>Am I being too simplistic here?< A little lol. I dont subscribe to the good/bad either/or aristotelian world view. I'm not worried about it and I dont tend to think whether what I'm doing is good or bad - I just do it. I believe that good/bad is completely relative, and so makes absolutely no sense to think in those terms. >In your Shipman example you were trying to judge a man’s actions by some, as you put it, “Aristotelian measure” – but this isn’t necessary.< What I was trying to point out here was the relative nature of this whole good/bad phenomenon. From Shipman's point of view what he did was good, from the point of view of the legal system what he did was bad. >It is a question of noting how you feel, that’s all.< So if Shipman felt good about what he did, does that mean he got good merit? Another example that would illustrate the same point would be the case of the suicide bombers. From their point of view they are doing a very good deed, from the point of view of the people injured by suicide bombers they are doing something very 'bad'. So would the suicide bomber get merit or not? (I'm pointing out the contradictions inherent in this merit system, as I understand it currently - that's why I'm asking for further clarification). >When it comes time to act, simply act as best you can and again note how the result feels.< That's pretty much how i do it - although i never think whether what I'm doing is good/bad. I remember once, while traveling on the underground I offered my seat to an elderly lady - who got really angry for some reason. So it's again about 'points of view' - from my point of view what i did was helpfull - from the lady's point of view what i did demeaned her self image. >The “objective measure” doesn’t exist in the way you are concerned about< that's exactly what I'm trying to point out. However, it seems to me that the merit thing cant operate without this 'objective' measure - I'd like to be proven wrong if possible.December 4, 2005 at 7:42 pm #9110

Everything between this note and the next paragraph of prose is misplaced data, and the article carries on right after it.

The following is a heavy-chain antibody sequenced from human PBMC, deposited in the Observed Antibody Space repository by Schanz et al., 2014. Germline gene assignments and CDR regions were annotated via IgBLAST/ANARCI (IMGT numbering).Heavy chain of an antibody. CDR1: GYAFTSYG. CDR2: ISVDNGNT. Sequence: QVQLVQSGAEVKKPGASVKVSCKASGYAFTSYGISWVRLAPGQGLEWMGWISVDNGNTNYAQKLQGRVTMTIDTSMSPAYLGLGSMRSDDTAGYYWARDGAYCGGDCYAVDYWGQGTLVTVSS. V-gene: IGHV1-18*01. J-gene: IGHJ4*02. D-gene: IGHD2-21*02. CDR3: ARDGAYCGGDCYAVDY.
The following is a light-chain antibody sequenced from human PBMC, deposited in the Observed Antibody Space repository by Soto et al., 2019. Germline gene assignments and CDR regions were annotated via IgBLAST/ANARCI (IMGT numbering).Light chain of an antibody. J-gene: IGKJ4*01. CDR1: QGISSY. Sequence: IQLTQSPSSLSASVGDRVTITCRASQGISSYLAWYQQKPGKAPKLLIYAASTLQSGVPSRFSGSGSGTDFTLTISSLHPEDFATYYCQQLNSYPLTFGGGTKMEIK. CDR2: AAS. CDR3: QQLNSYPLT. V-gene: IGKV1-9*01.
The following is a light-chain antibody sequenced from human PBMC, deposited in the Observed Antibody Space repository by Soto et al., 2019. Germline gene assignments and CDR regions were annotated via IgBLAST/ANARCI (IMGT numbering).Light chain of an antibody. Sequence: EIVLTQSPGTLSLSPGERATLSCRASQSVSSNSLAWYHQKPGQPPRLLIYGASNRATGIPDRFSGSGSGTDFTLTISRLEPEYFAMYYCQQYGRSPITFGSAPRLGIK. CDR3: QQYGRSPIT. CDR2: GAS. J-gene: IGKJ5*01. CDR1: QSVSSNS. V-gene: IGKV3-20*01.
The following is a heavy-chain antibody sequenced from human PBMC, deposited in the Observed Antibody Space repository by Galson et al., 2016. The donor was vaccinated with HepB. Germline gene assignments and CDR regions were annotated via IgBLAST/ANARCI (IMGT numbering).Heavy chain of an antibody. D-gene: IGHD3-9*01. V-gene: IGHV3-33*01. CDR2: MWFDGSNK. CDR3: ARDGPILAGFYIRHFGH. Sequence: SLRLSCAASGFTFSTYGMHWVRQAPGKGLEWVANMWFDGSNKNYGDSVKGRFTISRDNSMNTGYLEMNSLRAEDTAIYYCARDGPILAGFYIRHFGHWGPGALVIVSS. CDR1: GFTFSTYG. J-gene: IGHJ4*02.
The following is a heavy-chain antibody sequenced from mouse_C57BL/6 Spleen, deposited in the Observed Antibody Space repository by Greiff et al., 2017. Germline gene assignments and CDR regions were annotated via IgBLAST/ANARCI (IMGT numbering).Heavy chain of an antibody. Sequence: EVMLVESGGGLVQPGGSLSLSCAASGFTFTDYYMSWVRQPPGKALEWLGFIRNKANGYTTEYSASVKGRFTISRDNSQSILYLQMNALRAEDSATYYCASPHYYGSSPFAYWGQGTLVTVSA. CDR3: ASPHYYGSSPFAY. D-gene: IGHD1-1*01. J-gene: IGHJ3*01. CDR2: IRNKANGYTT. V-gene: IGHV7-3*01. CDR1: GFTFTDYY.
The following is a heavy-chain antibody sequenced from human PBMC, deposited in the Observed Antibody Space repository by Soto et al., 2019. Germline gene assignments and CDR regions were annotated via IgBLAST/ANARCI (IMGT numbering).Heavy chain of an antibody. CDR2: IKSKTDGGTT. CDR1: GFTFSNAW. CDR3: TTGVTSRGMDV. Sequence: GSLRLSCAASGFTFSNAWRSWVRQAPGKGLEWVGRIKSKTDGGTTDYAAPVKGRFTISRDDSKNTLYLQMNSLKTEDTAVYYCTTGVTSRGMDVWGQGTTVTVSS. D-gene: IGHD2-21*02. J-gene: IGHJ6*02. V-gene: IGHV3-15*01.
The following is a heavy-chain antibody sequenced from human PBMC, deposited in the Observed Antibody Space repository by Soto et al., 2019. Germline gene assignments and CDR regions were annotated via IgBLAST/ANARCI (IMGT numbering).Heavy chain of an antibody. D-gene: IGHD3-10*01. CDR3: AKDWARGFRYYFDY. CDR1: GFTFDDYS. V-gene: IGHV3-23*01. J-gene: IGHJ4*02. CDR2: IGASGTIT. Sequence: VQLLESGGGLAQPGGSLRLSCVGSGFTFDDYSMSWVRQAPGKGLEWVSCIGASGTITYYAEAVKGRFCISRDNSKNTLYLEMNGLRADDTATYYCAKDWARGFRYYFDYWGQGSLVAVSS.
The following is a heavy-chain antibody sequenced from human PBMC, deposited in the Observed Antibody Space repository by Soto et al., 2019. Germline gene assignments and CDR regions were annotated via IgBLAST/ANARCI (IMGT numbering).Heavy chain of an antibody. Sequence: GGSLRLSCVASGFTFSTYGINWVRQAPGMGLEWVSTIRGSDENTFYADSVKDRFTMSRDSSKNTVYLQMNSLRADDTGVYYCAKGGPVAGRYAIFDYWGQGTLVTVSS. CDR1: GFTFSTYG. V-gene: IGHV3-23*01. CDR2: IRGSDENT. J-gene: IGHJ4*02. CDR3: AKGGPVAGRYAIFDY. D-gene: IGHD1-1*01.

That’s what I meant when I said that it is a spontaneous flowering of meditaion/cultivation. It just arises in the present, and you go with it. And because it is of the present moment, it is alive.